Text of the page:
Although it can be argued that these cases are dissimilar to our own, nonetheless, if what is done is done for Heaven's sake, with only the intent of saving ourselves, and because we are forced to take action (as with Esther and Ya'el, who did an aveiroh lishmah), and when in our hearts there is no respect for the rulers nor any agreement with their decrees against Torah observance—then it would seem that the difference of opinion is not an argument in hashkofo matters, but is only a difference in how to evaluate the situation. But even if the argument is truly a difference of opinion in halocho and daas Torah, nevertheless the differences are only about how one should draw analogies from one case to another, and not in the essentials of emunah that are the foundation of Agudas Yisroel.

When ruthless people attack us from all sides, wishing to mortally wound us, we must try to save ourselves, just as a deer strives to escape from a trap. We must battle against them with all the strength we can summon. Now is not the time to carry on disagreements among those who are faithful to Hashem and His Torah and the essentials of emunah, for we are all being persecuted together by Hashem's enemies. This is true despite our disagreements concerning the right way to save ourselves; it is true even if, in our opinion, others are even damaging our cause with their actions and their policies. We are in a similar case to those under Soviet rule, where each one seeks the way that is most fitting, in his opinion, to observe the Torah; or to those who were persecuted by the Nazis, where some fled to forests, others hid themselves in bunkers, or joined the "Jewish Councils" and planned schemes in the ghettos and the concentration camps to save their lives.

The main thing is to devote all our thoughts and feelings, our bodies, our might, and all our deeds, to fight Hashem's war against His undisguised enemies, and not to distract ourselves by quarreling with other Torah-loyal Jews.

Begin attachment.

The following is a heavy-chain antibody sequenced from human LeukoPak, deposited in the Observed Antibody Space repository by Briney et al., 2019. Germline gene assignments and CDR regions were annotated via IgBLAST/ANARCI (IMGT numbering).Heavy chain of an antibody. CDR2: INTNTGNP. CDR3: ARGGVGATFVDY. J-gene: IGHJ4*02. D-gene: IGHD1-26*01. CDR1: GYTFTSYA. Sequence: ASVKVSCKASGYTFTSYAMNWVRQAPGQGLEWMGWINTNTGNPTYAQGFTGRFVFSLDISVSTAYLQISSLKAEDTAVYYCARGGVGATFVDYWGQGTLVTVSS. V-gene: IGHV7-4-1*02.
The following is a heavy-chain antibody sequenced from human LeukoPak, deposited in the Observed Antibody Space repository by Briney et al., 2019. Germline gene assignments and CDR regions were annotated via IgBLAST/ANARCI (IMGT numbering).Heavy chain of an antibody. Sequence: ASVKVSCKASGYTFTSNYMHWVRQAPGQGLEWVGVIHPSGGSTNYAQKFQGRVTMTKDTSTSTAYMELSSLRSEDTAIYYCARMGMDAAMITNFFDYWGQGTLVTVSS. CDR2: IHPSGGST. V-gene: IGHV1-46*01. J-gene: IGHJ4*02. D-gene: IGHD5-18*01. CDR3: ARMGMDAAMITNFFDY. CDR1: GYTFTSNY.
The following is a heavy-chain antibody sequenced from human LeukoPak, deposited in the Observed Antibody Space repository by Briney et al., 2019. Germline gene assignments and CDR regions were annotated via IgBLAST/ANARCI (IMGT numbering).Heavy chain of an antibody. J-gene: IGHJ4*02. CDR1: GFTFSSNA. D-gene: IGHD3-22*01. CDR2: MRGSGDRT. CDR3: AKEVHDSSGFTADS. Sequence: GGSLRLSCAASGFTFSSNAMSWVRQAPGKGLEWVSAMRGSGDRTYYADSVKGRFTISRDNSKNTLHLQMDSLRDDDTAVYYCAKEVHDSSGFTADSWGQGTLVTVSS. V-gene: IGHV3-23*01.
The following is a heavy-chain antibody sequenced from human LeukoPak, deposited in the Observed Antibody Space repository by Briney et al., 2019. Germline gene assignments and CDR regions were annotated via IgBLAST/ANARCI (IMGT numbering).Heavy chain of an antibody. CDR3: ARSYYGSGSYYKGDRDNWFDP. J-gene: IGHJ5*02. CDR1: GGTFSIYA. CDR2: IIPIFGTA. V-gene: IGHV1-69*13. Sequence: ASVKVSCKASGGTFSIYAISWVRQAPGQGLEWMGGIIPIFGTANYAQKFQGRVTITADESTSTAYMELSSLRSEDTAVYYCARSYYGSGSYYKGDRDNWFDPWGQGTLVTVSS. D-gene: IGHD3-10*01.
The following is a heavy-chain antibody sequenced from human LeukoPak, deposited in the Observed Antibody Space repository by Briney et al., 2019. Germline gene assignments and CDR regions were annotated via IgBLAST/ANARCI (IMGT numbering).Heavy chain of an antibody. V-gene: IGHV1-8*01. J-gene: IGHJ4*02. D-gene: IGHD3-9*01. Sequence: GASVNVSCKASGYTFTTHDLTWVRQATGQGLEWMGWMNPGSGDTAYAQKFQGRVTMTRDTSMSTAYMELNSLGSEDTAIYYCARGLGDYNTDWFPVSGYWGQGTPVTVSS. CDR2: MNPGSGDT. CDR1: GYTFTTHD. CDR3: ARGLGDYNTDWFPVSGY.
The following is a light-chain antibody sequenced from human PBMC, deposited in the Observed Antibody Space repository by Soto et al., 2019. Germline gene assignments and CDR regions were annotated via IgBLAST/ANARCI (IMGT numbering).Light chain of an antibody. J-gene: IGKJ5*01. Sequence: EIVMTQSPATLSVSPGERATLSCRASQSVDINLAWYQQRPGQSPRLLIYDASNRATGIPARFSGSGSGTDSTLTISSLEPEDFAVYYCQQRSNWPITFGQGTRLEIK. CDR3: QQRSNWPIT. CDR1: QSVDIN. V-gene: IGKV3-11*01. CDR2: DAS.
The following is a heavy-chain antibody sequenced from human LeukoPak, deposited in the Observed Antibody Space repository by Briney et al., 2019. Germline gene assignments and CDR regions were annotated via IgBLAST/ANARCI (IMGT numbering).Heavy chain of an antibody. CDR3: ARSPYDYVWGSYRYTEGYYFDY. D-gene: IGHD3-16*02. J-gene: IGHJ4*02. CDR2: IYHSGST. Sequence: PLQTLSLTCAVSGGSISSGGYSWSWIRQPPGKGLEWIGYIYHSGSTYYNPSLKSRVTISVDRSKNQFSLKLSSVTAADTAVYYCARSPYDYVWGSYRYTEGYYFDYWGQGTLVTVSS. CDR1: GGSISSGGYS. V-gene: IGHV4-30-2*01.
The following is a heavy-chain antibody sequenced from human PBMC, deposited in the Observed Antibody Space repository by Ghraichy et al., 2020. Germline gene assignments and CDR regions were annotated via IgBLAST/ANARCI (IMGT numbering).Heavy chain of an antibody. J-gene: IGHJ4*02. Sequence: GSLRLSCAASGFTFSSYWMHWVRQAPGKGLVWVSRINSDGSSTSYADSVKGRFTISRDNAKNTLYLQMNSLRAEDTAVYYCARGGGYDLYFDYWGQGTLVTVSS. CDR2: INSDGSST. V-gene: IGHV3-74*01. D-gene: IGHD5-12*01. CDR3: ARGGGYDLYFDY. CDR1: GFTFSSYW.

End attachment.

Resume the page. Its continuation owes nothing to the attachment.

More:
All this is simply practical sense: for in a time when we are obligated to fight in the great war for Hashem that occupies the times of ikvesa deMeshicha, and we see great negligence about this matter, there is no time to argue with our fellow believers and put aside this great mitzvah of fighting for Hashem, even if such an argument is also a mitzvah.

However, the truth is that among those where the only difference of opinion is about how to understand the current situation, or even how to draw parallels from one thing to another—of them it was certainly said: "they love both truth and peace" (Zecharya 8:19). Brotherhood and friendship must be maintained between us in every event. [But even more,] even if we suspect that the other's motive is not for Heaven's sake, and even if the other is suspected of transgressing the Torah's laws and straying from its ways, although we are obligated to rebuke such people, still we must do so gently so that they will accept the rebuke from us. Concerning this it is written in Avos DeRebbe Nosson (16:5): "Love everyone, but hate the heretics and apikorsim."

When we go forth girded to fight Hashem's war for His sake, as He has commanded us, Hashem will go forth with our armies and will fight our wars, and argue our arguments, and deliver the mighty into the hands of the weak and the many in the hands of the few. He will make for His honor a great and holy reputation (name) in His world, and will hasten the advent of His Moshiach, soon, in our days.